Of course they are effective.  Compared to Television and other mass media robocalls are super inexpensive; about 7 cents a call.  So even if 1% of these calls actually go through, it’s worth the price.  That’s why sleazy businesses bombarded the public with these calls.  If connecting with 1% of households dialed makes telephone spamming financially advantageous, what are the real costs associated with annoying the 99% who answer and hang up?

Do robocalls actually work?  According to Newsweek reporter Matthew Philips:

“Research indicates that whether they’re listened to or not, robo-calls have no effect on voting habits. Don Green, a political science professor at Yale, subjected robo-calls to 12 randomized experiments for his 2004 book “Get Out the Vote: How to Increase Voter Turnout.” The results, he says, were revealing. “These calls never raise voter turnout. They have no mobilization effect, and no persuasion effect either. What matters is whether they change the probability of voting, and robo-calls have proven they do not.”

But “wait”, you say!  “Isn’t this supposed to be a blog about Social Media?  What does this have to do with Social Media?”


Savvy marketers know that consumers are overloaded with messages and are rejecting traditional advertising,  They know that consumers don’t believe advertising.  They rely on recommendations from friends when making a purchase.

These marketers are  connecting with active and prospective customers online.  They are listening first and participating in conversations only after careful consideration.  They aren’t blasting their messages through a megaphone to millions, they are interacting.  They understand that it’s more effective to offer information for consumers to “pull” when they are ready rather than to “push” unwanted messages which are typically ignored.

The internet has changed the way I research candidates and issues.  All direct mail pieces go directly into the recycle bin. Robocalls go directly to voice mail.  I try to respond to each and every robocall with an email requesting to be removed from any future calling lists.  I read the online voter’s guide and articles and editorials in online publications I trust.  I read blogs, and even posts from my online friends.  I do my research just as I would if I were to make a purchase.   In depth; online.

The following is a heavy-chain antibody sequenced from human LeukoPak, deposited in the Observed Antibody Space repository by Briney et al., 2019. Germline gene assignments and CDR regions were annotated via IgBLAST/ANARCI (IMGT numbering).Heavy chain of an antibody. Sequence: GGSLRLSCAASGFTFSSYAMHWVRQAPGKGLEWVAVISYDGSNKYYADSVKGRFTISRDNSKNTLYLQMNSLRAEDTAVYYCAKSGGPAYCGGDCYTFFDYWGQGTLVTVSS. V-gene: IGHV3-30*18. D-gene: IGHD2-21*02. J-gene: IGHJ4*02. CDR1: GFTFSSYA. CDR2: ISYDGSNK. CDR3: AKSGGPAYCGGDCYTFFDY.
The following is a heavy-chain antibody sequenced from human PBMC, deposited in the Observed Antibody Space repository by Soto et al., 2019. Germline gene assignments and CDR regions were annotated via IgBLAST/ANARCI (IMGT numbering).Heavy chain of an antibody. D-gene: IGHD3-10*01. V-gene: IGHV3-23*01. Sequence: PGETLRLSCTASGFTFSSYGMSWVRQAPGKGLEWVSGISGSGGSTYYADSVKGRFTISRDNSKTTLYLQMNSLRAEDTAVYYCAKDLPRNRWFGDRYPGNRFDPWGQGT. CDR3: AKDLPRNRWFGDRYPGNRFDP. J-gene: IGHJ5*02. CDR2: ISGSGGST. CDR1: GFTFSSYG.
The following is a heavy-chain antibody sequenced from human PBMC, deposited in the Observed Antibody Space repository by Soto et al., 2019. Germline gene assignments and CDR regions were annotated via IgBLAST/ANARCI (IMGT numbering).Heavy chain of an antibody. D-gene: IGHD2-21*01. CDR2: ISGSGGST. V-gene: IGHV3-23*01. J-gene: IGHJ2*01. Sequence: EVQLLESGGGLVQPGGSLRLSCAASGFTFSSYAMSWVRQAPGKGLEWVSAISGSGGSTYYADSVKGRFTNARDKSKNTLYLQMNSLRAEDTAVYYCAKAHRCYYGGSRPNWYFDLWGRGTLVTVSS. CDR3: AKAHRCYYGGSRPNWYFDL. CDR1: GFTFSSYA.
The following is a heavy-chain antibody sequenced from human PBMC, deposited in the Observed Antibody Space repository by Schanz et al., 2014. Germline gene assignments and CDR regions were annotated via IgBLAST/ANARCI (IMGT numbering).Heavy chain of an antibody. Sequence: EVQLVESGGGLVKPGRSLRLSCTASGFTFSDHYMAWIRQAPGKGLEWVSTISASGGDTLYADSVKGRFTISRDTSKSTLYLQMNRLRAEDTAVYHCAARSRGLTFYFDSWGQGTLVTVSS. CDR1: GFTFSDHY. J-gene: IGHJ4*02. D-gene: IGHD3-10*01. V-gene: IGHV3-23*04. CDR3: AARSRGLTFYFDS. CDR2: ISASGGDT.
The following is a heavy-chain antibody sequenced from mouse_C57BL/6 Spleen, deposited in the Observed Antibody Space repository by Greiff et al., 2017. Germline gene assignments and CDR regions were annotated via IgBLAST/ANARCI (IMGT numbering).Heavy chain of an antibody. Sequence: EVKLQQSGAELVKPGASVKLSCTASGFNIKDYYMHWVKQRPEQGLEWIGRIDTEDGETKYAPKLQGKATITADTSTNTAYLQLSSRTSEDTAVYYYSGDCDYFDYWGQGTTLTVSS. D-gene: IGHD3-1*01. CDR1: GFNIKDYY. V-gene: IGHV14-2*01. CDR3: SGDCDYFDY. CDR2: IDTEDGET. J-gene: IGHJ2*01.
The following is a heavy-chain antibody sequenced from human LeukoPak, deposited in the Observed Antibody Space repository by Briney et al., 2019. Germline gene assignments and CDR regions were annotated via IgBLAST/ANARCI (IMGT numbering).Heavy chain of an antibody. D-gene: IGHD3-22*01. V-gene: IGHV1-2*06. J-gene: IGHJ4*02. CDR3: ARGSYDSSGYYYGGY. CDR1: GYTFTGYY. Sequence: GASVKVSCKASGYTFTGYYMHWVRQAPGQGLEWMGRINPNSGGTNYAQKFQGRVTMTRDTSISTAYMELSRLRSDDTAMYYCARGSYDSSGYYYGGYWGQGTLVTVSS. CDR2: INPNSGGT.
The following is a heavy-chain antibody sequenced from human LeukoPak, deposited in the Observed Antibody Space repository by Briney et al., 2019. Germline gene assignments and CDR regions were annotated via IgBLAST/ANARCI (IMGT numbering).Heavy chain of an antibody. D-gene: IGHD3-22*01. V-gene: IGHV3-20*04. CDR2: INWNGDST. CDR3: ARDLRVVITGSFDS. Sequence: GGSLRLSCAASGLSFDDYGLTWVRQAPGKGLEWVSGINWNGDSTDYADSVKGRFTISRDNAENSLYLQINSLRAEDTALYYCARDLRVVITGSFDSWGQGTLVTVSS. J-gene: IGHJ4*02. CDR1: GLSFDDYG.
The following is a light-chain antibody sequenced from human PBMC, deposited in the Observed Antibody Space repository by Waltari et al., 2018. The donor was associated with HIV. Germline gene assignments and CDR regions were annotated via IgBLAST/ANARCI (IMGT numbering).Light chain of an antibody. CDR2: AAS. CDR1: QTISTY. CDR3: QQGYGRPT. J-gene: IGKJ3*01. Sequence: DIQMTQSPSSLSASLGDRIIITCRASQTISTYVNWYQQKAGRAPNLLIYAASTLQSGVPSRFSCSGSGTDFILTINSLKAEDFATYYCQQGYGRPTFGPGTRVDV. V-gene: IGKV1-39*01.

A political do not call registry has been started and claims to have 85,000 members.  According to its founder and CEO Shaun Dakin, the Federal Do Not Call registry “should apply to political calls, as well.  Robocalls essentially are phone spam.  People should be able to opt out.”

But I don’t see that happening anytime soon. Because when it comes to winning an election, all the rules of civility are tossed out the window.

Here are some links to stories about political robocalls:

Shaun Dakin’s call for a Voter Privacy Bill of Rights in an op-ed in the Washington Post.

First Amendment vs. final straw: Can we stop those annoying political ‘robocalls’? Should we? By BOB WARNER, Philadelphia Daily News

Consumer Smarts with Phuong Cat Le, Seattle PI, Feb 28, 2008.

And, some pertinent You Tube Videos:




2 Responses leave one →
  1. October 19, 2009

    Shaun’s a good guy if you’ve ever talked with him.

    On, we’ve seen complaints about robocalls increase — likely due to upcoming elections. On the website, people can lookup unwanted telecmarketer and robocall phone numbers who call you and post complaints.